The House Intelligence Committee on Saturday released a Democratic memo in redacted form that seeks to undercut Republican claims of FBI surveillance abuses.
The committee made the Democratic memo public after the White House signed off following negotiations between the FBI and the committee's top Democrat, Rep. Adam Schiff of California, over what in the document should be redacted.
Earlier this month, the White House objected to releasing the memo, saying that sensitive material had to be removed first.
Schiff's memo was written to rebut a Republican memo that accuses the FBI of suppressing Democratic ties to an opposition research dossier on then-candidate Donald Trump and Russia used in the FISA warrant for former Trump campaign foreign policy adviser Carter Page.
The memo defended both the FBI and Justice Department's role in obtaining the FISA warrant — agencies that have been under fire from Republican critics who have also sought to discredit special counsel Robert Mueller's investigation.
"The Democratic response memo released today should put to rest any concerns that the American people might have as to the conduct of the FBI, the Justice Department and the FISC," Schiff said in a statement. "Our extensive review of the initial FISA application and three subsequent renewals failed to uncover any evidence of illegal, unethical, or unprofessional behavior by law enforcement and instead revealed that both the FBI and DOJ made extensive showings to justify all four requests."
The White House said in a statement that nothing in the Democratic memo counters Trump's statements that neither he nor his campaign colluded with Russia.
"While the Democrats' memorandum attempts to undercut the President politically, the President supported its release in the interest of transparency," the statement read. "Nevertheless, this politically driven document fails to answer serious concerns raised by the Majority's memorandum about the use of partisan opposition research from one candidate, loaded with uncorroborated allegations, as a basis to ask a court to approve surveillance of a former associate of another candidate, at the height of a presidential campaign."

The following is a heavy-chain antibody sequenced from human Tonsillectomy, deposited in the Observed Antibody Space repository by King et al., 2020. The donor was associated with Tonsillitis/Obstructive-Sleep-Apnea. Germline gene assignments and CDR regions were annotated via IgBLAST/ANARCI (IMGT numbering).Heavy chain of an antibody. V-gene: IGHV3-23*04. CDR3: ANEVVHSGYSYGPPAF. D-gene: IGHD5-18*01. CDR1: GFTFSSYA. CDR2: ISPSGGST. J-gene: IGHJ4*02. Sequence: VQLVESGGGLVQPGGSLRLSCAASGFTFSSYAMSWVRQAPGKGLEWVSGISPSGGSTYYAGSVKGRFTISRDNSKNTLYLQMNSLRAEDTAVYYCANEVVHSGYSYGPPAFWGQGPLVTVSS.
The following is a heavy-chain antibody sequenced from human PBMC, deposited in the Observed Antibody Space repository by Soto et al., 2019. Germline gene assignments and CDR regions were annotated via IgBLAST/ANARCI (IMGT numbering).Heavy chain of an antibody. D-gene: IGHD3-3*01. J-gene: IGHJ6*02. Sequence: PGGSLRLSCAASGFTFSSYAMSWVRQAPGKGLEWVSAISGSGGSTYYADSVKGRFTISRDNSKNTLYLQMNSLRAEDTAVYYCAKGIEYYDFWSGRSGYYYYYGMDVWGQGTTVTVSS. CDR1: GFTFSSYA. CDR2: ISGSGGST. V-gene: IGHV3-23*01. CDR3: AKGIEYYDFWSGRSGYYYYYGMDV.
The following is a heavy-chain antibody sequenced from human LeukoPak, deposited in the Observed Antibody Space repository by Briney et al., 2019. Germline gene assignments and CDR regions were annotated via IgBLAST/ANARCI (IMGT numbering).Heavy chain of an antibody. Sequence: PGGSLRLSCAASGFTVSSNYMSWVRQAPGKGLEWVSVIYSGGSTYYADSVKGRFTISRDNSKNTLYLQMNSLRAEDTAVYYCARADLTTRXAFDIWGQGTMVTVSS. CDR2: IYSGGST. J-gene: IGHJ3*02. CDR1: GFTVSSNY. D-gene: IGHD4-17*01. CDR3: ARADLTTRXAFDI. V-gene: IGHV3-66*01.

Schiff and other Democrats charge that the Republican memo led by House Intelligence Chairman Devin Nunes of California is misleading and omits key facts, including that the FISA application did state that ex-British intelligence agent Christopher Steele, the author of the dossier, was paid by a political entity. FBI Director Christopher Wray also expressed concerns about the Nunes memo, publicly warning the White House that omitted information could impact the memo's veracity.
Speaking Saturday afternoon at the Conservative Political Action Conference, Nunes said that he wanted the Democratic memo released "because we think it is clear evidence that the Democrats are not only trying to cover this up, but they're also colluding with parts of the government to help cover this up.
"So what you basically will read in the Democratic memo is that they are advocating that it's okay for the FBI and DOJ to use political dirt paid for by one campaign and use it against the other campaign," Nunes said.
In a written statement, Nunes added that "the FISA court was misled about Mr. Page's past interactions with the FBI in which he helped build a case against Russian operatives in America who were brought to justice. It defies belief that the Department of Justice and FBI failed to provide information to a secret court that they had provided to an open federal court regarding their past interactions with Mr. Page."
The release of the Schiff memo caps an unprecedented and tumultuous period for the committee, which has now voted to release two classified documents using an obscure committee rule that had never been invoked previously in the panel's history.
Two of the key arguments in Schiff's memo are that the FBI's request for a FISA warrant on Page was proper, and that the political motivations behind Steele's research were sufficiently disclosed.
The Schiff memo cites the FBI's previous interest in Page, including a March 2016 interview with him about his contact with Russian intelligence.
"The FBI's concern about and knowledge of Page's activities therefore long predate the FBI's receipt of Steele's information," the memo states.
The memo also argues that Steele, who authored the dossier on Trump and Russia, played no role in the FBI's launching of the counterintelligence investigation into Russian interference in the 2016 election, which occurred on July 31, 2016.
"Steele's reporting did not reach the counterintelligence team investigating Russia at FBI headquarters until mid-September 2016, more than seven weeks after the FBI opened its investigation, because the probe's existence was so closely held within the FBI," the memo states.
The memo states that Steele's role was properly disclosed in the October 2016 FISA application, including his political motivations. The Republican memo argues that the FISA application failed to note that Hillary Clinton's campaign and the Democratic National Committee were indirectly paying for Steele's research.
The Schiff memo cites the FISA application's note that Steele's research appeared intended for use "to discredit" Trump's campaign, and argues that the Justice Department appropriately did not "unmask" US officials in the FISA application.
The memo notes that when the FISA application was first filed, Steele was not told by Fusion GPS co-founder Glenn Simpson that Clinton's campaign and the DNC were paying Fusion GPS for his research.
"The identified US person (Simpson) never advised source #1 (Steele) as to the motivation behind the research into candidate #1's ties to Russia," the FISA application states, according to Schiff's memo. "The FBI speculates that the identified US person was likely looking for information that could be used to discredit candidate #1's campaign."